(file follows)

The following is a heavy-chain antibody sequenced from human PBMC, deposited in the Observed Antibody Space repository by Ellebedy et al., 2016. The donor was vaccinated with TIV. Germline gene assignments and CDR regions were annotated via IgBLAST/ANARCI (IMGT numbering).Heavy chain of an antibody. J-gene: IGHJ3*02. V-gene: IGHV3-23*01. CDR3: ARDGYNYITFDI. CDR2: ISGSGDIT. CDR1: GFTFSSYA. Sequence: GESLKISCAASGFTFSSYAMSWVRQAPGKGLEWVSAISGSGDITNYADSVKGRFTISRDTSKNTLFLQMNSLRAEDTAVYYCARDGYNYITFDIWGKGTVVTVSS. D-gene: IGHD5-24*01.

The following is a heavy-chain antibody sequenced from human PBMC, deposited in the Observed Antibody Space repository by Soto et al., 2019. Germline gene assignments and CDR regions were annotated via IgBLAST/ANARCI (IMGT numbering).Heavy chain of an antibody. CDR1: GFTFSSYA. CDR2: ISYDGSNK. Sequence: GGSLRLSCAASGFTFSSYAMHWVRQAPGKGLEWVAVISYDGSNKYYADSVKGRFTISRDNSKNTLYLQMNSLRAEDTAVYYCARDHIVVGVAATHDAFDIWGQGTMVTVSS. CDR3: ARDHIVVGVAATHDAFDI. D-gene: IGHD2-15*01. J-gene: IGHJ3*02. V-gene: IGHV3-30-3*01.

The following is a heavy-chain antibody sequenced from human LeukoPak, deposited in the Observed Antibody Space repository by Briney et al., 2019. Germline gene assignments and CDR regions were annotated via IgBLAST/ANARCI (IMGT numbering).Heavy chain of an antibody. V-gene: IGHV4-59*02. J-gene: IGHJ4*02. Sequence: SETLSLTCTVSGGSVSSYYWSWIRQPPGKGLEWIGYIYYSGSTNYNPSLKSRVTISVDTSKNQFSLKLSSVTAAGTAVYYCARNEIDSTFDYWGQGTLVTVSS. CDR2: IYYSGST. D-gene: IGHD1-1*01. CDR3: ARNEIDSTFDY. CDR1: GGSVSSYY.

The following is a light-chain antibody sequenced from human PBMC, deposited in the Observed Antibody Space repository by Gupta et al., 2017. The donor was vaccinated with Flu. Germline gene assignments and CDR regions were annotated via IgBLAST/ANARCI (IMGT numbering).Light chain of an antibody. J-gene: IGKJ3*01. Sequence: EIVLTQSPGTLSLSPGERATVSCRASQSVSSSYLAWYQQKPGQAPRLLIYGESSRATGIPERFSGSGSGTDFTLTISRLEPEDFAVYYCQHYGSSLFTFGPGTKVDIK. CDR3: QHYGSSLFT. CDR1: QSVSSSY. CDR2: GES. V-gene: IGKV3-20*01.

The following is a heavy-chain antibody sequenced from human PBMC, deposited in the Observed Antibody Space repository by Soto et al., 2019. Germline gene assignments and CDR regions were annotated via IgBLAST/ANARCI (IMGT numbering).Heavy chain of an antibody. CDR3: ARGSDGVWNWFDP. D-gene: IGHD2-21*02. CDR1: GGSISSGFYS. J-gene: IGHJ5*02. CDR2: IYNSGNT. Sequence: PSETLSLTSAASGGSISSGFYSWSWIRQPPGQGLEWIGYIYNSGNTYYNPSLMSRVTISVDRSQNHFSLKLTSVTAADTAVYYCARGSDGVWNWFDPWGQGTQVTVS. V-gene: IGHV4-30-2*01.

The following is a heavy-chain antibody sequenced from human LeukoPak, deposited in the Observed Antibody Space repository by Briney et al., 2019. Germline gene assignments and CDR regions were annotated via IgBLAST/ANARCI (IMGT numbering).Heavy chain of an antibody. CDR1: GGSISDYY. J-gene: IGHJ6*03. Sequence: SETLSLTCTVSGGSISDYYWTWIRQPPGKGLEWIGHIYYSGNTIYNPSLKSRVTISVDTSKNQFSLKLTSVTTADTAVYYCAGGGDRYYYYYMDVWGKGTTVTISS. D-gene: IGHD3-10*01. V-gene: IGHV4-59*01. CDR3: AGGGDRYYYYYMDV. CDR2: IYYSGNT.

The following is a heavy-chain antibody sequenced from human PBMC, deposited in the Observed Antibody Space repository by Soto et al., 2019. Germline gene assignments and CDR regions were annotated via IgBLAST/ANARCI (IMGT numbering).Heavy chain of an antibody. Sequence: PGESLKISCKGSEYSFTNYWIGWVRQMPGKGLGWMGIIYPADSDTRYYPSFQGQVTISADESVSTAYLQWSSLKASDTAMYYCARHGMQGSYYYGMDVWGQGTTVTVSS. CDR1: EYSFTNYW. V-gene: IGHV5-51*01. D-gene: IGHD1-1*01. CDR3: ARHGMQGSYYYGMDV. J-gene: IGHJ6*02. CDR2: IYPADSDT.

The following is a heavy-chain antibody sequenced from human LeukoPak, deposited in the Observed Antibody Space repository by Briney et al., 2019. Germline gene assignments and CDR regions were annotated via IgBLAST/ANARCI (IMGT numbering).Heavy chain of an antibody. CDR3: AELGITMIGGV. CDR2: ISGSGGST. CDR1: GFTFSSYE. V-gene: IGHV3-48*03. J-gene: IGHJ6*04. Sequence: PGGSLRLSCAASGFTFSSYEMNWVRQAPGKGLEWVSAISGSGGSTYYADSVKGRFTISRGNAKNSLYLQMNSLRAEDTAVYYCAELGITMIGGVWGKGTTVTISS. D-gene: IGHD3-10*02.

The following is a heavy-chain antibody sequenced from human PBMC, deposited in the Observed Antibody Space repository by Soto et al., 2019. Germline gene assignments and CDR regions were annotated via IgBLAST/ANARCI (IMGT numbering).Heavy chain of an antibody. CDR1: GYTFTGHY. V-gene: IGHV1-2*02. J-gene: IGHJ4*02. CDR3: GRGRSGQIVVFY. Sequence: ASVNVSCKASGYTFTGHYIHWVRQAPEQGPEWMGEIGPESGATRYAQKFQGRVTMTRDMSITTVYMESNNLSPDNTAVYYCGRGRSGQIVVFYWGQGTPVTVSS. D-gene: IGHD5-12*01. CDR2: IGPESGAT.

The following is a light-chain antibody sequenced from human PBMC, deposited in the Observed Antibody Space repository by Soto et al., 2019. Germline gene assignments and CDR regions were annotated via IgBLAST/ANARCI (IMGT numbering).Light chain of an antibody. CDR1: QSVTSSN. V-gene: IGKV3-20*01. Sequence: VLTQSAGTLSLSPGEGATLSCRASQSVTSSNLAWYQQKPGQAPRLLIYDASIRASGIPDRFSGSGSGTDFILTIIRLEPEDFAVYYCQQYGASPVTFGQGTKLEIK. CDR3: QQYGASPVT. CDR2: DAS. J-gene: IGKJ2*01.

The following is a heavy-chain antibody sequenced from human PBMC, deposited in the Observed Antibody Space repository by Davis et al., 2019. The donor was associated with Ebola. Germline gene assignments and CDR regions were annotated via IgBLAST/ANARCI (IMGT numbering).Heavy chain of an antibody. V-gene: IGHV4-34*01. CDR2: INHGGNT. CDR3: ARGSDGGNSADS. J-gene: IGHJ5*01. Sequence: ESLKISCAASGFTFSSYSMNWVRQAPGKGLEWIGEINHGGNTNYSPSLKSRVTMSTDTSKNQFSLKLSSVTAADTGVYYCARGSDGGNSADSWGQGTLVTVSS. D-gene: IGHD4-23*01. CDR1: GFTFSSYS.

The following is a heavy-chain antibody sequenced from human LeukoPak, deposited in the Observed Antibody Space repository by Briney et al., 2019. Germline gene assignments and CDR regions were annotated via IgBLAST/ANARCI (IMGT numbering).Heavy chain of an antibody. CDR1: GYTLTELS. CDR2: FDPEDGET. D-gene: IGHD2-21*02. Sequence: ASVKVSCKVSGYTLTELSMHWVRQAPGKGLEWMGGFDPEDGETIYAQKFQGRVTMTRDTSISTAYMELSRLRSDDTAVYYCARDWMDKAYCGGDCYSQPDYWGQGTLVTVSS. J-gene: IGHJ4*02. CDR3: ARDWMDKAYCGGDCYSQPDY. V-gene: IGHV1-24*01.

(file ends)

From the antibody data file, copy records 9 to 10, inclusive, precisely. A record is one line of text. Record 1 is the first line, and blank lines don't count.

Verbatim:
The following is a heavy-chain antibody sequenced from human PBMC, deposited in the Observed Antibody Space repository by Soto et al., 2019. Germline gene assignments and CDR regions were annotated via IgBLAST/ANARCI (IMGT numbering).Heavy chain of an antibody. CDR1: GYTFTGHY. V-gene: IGHV1-2*02. J-gene: IGHJ4*02. CDR3: GRGRSGQIVVFY. Sequence: ASVNVSCKASGYTFTGHYIHWVRQAPEQGPEWMGEIGPESGATRYAQKFQGRVTMTRDMSITTVYMESNNLSPDNTAVYYCGRGRSGQIVVFYWGQGTPVTVSS. D-gene: IGHD5-12*01. CDR2: IGPESGAT.

The following is a light-chain antibody sequenced from human PBMC, deposited in the Observed Antibody Space repository by Soto et al., 2019. Germline gene assignments and CDR regions were annotated via IgBLAST/ANARCI (IMGT numbering).Light chain of an antibody. CDR1: QSVTSSN. V-gene: IGKV3-20*01. Sequence: VLTQSAGTLSLSPGEGATLSCRASQSVTSSNLAWYQQKPGQAPRLLIYDASIRASGIPDRFSGSGSGTDFILTIIRLEPEDFAVYYCQQYGASPVTFGQGTKLEIK. CDR3: QQYGASPVT. CDR2: DAS. J-gene: IGKJ2*01.